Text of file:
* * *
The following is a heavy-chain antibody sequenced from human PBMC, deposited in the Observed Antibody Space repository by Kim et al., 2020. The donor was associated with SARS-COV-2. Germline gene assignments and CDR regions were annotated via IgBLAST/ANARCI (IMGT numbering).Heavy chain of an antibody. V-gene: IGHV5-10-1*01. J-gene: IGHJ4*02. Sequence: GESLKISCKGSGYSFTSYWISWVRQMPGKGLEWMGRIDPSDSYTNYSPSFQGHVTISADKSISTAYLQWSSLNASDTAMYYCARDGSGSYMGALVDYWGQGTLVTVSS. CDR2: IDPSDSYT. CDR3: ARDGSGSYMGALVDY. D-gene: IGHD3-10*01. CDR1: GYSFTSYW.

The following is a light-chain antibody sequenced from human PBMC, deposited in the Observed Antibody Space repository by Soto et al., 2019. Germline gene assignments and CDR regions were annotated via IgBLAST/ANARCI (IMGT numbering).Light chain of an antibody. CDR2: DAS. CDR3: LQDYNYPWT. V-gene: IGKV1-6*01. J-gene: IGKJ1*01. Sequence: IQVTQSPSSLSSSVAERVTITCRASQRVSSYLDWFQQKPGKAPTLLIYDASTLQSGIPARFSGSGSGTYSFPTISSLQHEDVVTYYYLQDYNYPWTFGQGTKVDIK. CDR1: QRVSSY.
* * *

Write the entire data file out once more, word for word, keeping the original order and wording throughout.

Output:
The following is a heavy-chain antibody sequenced from human PBMC, deposited in the Observed Antibody Space repository by Kim et al., 2020. The donor was associated with SARS-COV-2. Germline gene assignments and CDR regions were annotated via IgBLAST/ANARCI (IMGT numbering).Heavy chain of an antibody. V-gene: IGHV5-10-1*01. J-gene: IGHJ4*02. Sequence: GESLKISCKGSGYSFTSYWISWVRQMPGKGLEWMGRIDPSDSYTNYSPSFQGHVTISADKSISTAYLQWSSLNASDTAMYYCARDGSGSYMGALVDYWGQGTLVTVSS. CDR2: IDPSDSYT. CDR3: ARDGSGSYMGALVDY. D-gene: IGHD3-10*01. CDR1: GYSFTSYW.

The following is a light-chain antibody sequenced from human PBMC, deposited in the Observed Antibody Space repository by Soto et al., 2019. Germline gene assignments and CDR regions were annotated via IgBLAST/ANARCI (IMGT numbering).Light chain of an antibody. CDR2: DAS. CDR3: LQDYNYPWT. V-gene: IGKV1-6*01. J-gene: IGKJ1*01. Sequence: IQVTQSPSSLSSSVAERVTITCRASQRVSSYLDWFQQKPGKAPTLLIYDASTLQSGIPARFSGSGSGTYSFPTISSLQHEDVVTYYYLQDYNYPWTFGQGTKVDIK. CDR1: QRVSSY.